Experts have warned farmers not to rush into planting anything, explaining that the current rains are just seasonal and occasionally occur during dry spells.
“These rains will not last for long. Farmers should hold on until Uganda National Meteorological Authority (UNMA) gives an official communication,” George William Omony, a senior meteorologist at UNMA, explained Tuesday.
Addressing the press at the Uganda Media Centre in Kampala, Omony urged the farmers to use the rains to prepare their land ahead of the actual rainy season, which is expected to begin in March. He stressed that the widespread heavy rains that have been falling across the country in recent days are not reliable and should not be taken as a sign for farmers to start planting.
Omony explained that the country is still experiencing a dry season, which began in December and is expected to run till the end of February.
“Whatever rains come before March, April and May should not be seen as the onset of the rainy season,” he added.
Omony urged all farmers to harvest water for their animals, home use and irrigation (for those who had already planted) as they wait for the wet season. Omony also noted that the rains have greatly affected the construction works that are going on in different parts of the country and those involved in the bricklaying business.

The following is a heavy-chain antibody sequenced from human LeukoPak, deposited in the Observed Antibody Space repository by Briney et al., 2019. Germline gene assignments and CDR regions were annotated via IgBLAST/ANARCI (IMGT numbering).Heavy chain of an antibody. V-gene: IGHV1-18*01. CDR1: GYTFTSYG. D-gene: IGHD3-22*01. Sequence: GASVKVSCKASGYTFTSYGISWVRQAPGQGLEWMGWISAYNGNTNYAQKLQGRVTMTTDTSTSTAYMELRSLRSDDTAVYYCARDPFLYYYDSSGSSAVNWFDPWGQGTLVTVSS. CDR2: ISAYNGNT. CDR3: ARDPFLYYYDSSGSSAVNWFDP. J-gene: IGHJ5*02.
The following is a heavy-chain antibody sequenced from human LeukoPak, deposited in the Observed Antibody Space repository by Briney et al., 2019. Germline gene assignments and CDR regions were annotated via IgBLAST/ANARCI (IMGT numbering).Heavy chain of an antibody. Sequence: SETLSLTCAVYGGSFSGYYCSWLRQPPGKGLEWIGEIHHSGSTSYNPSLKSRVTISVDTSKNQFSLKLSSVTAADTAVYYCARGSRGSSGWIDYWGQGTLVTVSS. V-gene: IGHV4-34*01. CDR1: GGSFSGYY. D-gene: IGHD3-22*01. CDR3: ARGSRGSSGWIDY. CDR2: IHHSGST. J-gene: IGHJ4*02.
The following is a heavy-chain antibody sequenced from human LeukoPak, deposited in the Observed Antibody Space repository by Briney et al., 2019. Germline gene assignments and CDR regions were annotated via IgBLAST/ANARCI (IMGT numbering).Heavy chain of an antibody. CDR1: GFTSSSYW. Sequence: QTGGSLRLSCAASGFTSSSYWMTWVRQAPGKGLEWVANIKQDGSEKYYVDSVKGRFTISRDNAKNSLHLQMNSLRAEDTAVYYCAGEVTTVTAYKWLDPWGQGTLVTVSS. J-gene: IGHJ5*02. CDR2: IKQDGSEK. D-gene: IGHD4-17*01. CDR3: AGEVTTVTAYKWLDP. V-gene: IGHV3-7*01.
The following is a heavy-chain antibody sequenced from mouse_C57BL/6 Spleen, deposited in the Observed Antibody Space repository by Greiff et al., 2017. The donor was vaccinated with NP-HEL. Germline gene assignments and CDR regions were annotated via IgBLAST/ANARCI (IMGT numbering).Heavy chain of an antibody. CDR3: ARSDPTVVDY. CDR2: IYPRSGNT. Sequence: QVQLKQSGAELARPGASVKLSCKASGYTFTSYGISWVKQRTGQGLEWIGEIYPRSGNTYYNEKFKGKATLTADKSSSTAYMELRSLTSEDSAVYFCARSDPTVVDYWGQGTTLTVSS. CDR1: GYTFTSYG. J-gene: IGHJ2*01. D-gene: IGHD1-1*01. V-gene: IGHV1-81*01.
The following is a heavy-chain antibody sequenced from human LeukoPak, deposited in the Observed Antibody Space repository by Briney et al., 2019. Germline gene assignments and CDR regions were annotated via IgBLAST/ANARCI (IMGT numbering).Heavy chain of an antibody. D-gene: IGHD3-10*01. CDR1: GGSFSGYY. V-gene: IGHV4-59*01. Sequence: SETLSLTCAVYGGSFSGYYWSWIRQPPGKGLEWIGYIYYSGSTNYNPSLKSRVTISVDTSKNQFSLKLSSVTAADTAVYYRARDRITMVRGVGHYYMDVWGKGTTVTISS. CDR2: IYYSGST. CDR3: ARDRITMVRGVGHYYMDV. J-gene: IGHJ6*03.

He pointed out the greater eastern part of the country and areas around Lake Victoria as those that have been hard hit by heavy showers, which had not been anticipated.
Abubakar Kalema, a weather analyst at UNMA, explained that the current rains are the result of the winds coming from as far as the southern hemisphere meeting up with winds from the Congo rain forest and the Indian Ocean.
He said regions in the tropics, such as Uganda, often experience such changes in wind patterns, but stressed that this will not affect the rainy seasons in the country. Kalema acknowledged that the rains in some parts of the country, especially the southwest are experiencing devastating effects compared to other parts.
“But we work with the Office of the Prime Minister, the Police and other emergency teams. They are aware and ready to respond in case of any disaster,” he noted.
Kalema said what happened in Rwanda could happen in Uganda. About 13 people died in Kigali, Rwanda following a heavy downpour which resulted in floods on Sunday night.
Protect forests Kalema advised the public to conserve the natural forests and wetlands, saying they also determine the amount of rainfall received in an area.
“That is why in the rainy season, areas with forests and wetlands get more rainfall compared to those without. Even after the rainy season, such areas continue to get irregular rainfall,” he added.
Source: New Vision
Smallholder Farmers Can Now Access Agricultural Credit Facility Without Collateral
The Agricultural Credit Facility (ACF) has devised a path-breaking innovation of block allocation to enable farmers access loans based on alternative collateral such as chattel mortgages, cash flow based financing, and character-based loans, among others, Dr. Michael Atingi-Ego, Deputy Governor, Bank of Uganda, has revealed.
“This innovation is unlocking access to credit in areas with communal land tenure; and most especially, for micro and smallholder farmers who are otherwise excluded for lack of collateral to secure credit.
“By September 2020, the ACF had advanced UGX 2.8 billion to 187 small and micro borrowers with non-traditional collateral under block allocation,” he said.
The ACF is administered by the Bank of Uganda on behalf of the Government of Uganda.